On the cycle of collecting weapons/weapons breaking being a key component in Breath of the Wild
Well, I guess that it is a cycle that allows the player to keep playing in such a big world without getting bored.
The reason for the “taking away weapons from the enemy and the weapons gets demolished…” part is repeated is to use it for the cycle. Also, the player has the goal of fighting off the enemies on the plain, instead of just avoiding them.
Further, the player can add to the skills and the know-how as he fights off the enemies. Now, he knows what he wants to do as he organizes things in his head. Once he knows what he wants, he can focus on the game even more. We thought that making this cycle was the key element for the game with vast world.
However, these cycles were made based on our regrets that they weren’t expressed well in the previous LOZ.
On his opinion of Minecraft
The biggest plus of “MC” is that it is open to everybody. When you start, you would say “Wow, this is really simple.” Then it gets complicated as you play along. As you go on, you want to try new things as well and you get absorbed. My son was very happy when he obtained the “Red Stone” and he tries different things as he realizes there are things that he can do on his own.
On returning to the original Legend of Zelda and Miyamoto’s development approach for Breath of the Wild
Yes. So, when Mr. Miyamoto was making the initial “LOZ,” he made a space on the graph paper and then filled it up when he had good ideas. In a way, he was playing with his own idea and developed his ideas spontaneously as he came up with ideas, such as “it would be fun to have enemies here,” or “we need to get rid of this thing.”
This is actually the same kind of method that we used to make a borderless world. It was not intentional, but as we were facing a game that starts in the open world, I think we went back to the old method that Mr. Miyamoto used for the initial “LOZ.”
Aonuma on never playing games as a child, his first video game, and not knowing what games Nintendo made
Actually, I never played a game when I was young. When I landed a job in Nintendo, I asked my girlfriend at that time, “What is a TV game?” And she lent me DQ1.
So, one of the interviewers who interviewed me on the recommendation of Mr. Kotabe was Mr. Shigeru Miyamoto. At the time of the interview, I showed him the artwork that I did during university, and Mr. Miyamoto liked them. That’s how I joined Nintendo in 1998.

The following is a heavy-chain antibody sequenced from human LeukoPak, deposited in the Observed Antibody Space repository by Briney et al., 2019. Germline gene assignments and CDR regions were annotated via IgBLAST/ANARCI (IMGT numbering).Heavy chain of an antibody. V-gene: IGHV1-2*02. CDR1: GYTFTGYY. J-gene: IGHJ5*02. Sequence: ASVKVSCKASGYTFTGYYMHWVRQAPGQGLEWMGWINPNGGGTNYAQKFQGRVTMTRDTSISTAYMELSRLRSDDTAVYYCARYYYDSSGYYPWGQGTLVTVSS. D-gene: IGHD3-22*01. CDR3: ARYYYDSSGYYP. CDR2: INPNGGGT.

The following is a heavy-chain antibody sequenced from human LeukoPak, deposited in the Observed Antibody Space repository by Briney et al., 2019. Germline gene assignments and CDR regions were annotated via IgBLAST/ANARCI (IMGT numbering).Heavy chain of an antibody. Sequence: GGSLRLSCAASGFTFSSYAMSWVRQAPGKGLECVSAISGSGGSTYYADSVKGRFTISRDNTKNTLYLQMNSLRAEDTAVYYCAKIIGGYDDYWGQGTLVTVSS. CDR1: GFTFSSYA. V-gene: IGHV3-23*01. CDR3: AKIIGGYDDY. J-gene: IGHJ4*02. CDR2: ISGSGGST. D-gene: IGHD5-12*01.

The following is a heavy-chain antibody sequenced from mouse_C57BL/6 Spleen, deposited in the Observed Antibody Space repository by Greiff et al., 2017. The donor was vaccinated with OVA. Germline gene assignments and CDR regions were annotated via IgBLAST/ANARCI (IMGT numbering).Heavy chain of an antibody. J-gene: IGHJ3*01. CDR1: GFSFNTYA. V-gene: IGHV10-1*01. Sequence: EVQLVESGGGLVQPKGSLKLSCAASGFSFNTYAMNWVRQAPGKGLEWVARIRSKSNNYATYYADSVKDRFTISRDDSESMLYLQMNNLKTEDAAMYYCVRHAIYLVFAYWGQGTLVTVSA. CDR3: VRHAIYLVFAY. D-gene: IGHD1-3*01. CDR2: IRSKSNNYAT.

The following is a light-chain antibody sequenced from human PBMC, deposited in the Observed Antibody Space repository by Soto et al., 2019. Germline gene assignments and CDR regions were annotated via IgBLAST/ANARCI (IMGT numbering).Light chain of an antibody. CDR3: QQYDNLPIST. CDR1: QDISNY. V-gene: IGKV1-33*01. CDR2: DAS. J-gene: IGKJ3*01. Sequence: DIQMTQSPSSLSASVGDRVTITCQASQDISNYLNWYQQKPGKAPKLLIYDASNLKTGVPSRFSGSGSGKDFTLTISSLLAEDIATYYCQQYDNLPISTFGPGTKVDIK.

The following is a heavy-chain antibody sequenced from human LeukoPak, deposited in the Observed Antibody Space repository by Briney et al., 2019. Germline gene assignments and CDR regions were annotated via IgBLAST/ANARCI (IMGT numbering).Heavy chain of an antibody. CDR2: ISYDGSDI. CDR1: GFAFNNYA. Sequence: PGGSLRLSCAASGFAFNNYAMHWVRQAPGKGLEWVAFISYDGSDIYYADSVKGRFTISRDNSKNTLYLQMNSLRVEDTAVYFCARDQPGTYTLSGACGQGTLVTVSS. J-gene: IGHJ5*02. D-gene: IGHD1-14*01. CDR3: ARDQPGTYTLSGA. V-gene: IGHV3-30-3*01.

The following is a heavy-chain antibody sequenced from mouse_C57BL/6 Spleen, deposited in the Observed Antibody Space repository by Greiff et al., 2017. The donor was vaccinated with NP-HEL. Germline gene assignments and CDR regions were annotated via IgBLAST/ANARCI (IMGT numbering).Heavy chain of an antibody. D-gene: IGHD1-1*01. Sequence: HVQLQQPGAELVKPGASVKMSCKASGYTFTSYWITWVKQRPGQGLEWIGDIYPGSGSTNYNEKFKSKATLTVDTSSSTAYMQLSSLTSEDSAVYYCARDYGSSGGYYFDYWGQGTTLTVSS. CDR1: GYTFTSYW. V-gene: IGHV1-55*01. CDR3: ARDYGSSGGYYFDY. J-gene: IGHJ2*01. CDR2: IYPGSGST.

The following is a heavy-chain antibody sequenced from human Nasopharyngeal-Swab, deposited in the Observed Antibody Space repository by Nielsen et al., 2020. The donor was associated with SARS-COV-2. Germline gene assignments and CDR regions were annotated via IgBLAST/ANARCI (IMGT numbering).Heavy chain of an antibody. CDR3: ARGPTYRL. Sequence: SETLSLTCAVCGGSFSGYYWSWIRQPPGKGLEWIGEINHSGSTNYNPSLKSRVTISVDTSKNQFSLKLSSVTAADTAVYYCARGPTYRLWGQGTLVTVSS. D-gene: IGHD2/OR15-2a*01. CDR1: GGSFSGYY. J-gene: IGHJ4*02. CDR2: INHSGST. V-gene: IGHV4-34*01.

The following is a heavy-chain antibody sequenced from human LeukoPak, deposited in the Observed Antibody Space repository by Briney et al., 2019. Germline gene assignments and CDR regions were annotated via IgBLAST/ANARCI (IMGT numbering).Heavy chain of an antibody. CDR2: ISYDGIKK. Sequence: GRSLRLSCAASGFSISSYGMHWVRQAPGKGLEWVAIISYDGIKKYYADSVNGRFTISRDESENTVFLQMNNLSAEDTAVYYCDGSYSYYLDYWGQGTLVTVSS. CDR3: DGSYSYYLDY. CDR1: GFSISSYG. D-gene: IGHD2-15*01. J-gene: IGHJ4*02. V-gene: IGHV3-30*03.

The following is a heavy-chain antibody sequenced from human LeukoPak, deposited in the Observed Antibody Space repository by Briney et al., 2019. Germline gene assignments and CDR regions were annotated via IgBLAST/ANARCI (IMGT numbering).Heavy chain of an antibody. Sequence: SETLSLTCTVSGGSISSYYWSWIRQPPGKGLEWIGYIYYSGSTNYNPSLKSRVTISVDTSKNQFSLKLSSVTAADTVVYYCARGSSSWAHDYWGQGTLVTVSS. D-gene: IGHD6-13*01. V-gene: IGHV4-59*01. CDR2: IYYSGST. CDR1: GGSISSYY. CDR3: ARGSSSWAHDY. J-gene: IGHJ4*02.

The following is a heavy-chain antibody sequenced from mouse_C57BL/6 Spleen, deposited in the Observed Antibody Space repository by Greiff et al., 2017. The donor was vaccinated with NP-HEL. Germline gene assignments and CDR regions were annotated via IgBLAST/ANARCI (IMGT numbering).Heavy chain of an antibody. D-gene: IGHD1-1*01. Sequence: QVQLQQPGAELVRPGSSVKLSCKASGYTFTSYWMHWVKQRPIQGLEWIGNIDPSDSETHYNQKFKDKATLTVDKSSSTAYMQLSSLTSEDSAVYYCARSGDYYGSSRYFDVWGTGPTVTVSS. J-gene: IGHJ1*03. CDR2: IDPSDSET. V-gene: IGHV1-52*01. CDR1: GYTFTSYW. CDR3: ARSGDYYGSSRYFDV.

I thought I would be located in product package design or something like that. But I was placed in a game manufacturing department. I knew nothing about the game, so I had to ask my girlfriend what games Nintendo had made. But I didn’t even clear the “Mario” that I borrowed her and she was making fun of me saying, “You have slow reflexes.”
And then she gave me “DQ” and this time she made sure I played it right. I stayed up all night to play it and she kept by my side the whole time, coaching me like, “You need to go south five steps” and “Now go to the east four steps”.
On the stress of making Majora’s Mask
I did my best to finish it within a year after I was done with “The Legend of Zelda: Ocarina of Time (LOZOOT)”. And I went out of my mind in the whole time. The atmosphere that we could set a higher goal because we have done a good job with “”The Legend of Zelda: Ocarina of Time (LOZOOT)” was the driving force for making that game. I still think we were lucky that we could actually achieve our goal even though we started off unprepared.
I heard that hardcore players love “The Legend of Zelda: Majora’s Mask (LOZMM)” more, so it’s kind of ironic for me. To be honest with you, I could only get an approval for development because I made a game of that size back then. If you ask me [to make] that kind of game again, I can’t do it.
On having the whole dev team play Breath of the Wild during development to squash bugs
…our first priority with this production was to make sure that all the members of the development department would play the game. In the period of four years, I think everybody convened and played the game at least 10 times.
In the early stage of development, it took about a day to play it, but at the end, it took about a week to see the whole image. When that happens, you want to just eliminate the process, but you can’t. The rule was that everybody plays it and we stuck to it till the end.
On having his views challenged for Breath of the Wild
As I get older, there are times I feel the generation gap with young people. It’s when I want to stick to the old way that I’m comfortable with. So I think I should try to have a flexible view on the world and I should leave the job when it becomes impossible to do so.
But it was not like that. There were only people who challenged my views. So I had to wait for the problem to be solved. I knew it had no meaning to make the game unless it was changed and I decided to take time to make a totally different “LOZ.” Although that was my idea, I was going to try the game with small number of people. Then I realized I had 300 staff members and I couldn’t give up now. So I was determined to complete the game. That’s the truth.(laughs)
On a goal of surpassing Miyamoto and gamers seeing Miyamoto as a God
I think that Mr. Miyamoto is a great man, but someday I want to surpass him.
Well, because I’m working with him in the same building. I heard there are people overseas who worship Mr. Miyamoto like God, but I’m not like that. And I think I’ll exceed him some day. That hasn’t happened yet, though. But I don’t think he is a divine being. He is somebody you can catch up with. That’s why we end up trying.
On finding someone to eventually take over for him
But, I want to find my own successor to hand over the baton. I don’t want anybody else to tell me that what to do. (laughs)